Login Register
 °

A family of Black Country Bakers through the years

By Black Country Bugle User  |  Posted: November 20, 2008

Comments (0)

BREAD is the staff of life, as the saying goes, and readers will remember the many bakehouses and bakers' shops that graced the high streets and busy thoroughfares of Black Country towns in days gone by. Kelly's Directory of Staffordshire lists 597 bakers in 1900, 338 of them in Black Country towns. The majority of these bakers are long gone but readers may remember the name of Clews, a family of bakers in Wednesbury and Walsall.

Stan Baggott of Bloxwich has kindly supplied these photographs to the Bugle. The Clews are ancestors of his wife Ann, and this pictures show the branch of the family that set up business in Caldmore Green, Walsall.

Stan writes: "When my wife, Ann, began researching her family tree she remembered that as a child, while travelling in her father's car, her father would point to a shop in Union Street, Wednesbury, and say that it had once been their family bakery. The shop in question was the last on the left as you came from the town centre.

"Seeking information about this bakery, Ann visited Wednesbury library and was shown a Bakehouse Register, dated 1900. I later went back and studied the register in more detail.

"The property that we were interested in was number 33 Union Street and the register read as follows:- Situated at 33 Union Street, owned and occupied by Eliza Clews; Date of Establishment: 1845; Above or below ground level: above; ceiling above or below footpath: above; dimensions, excluding ovens etc., length: 16' 2", width: 15' 10", height: 11' 4", cubic capacity: 2,646.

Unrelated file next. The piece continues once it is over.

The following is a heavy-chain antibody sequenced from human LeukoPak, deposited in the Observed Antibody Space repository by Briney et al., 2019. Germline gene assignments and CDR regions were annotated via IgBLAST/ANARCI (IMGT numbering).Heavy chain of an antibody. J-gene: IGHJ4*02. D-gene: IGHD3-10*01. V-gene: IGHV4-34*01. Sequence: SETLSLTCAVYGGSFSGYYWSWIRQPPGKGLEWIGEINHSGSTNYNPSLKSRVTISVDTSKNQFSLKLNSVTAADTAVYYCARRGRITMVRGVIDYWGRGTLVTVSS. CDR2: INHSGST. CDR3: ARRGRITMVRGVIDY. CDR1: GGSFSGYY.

"The register also gives details as to the type of oven, ventilation and lighting. Two adults and a boy of 15 were listed as employed there. The walls of the bakery were limewashed, the water closets were listed as good as was the general condition and cleanliness.

"There were three other bakehouse also in Union Street. Arthur Pitt was at 57 Union Street. His bakery, established in 1892, was 13' x 11' x 7' 6" and he employed one adult. The Co-Op was listed at the corner of Union Street, established in 1898, it employed one adult and one boy and was 11' 6" x 16' 6" x 8". The third bakery, at 8 Union Street, was that of William Hinton, listed as being 'old' he employed three adults and the shop dimensions were 11' 6" x 16' 6" x 8'.

"Also listed was Samuel Hickinbottom at 59 Lower High Street, established in 1899. There were another six bakehouses in Holyhead Road and in total there were 26 bakehouses listed in the register.

"The register appeared to be a local census of bakehouses but there was no explanation for its compilation. I have enquired at other local archive centres but have been unable to find a similar register for any other of the local boroughs.

"What has all this to do with my wife's family tree? Eliza Clews, n e Archer, was the widow of William Clews, my wife's great-great-grandfather. William was born in Coughton, Warwickshire, in 1827, the son of George Clews and Abigail Hinton. George was apprenticed as a ribbon weaver at the age of 11 but in the 1841 census he was listed as a needle maker in Studley.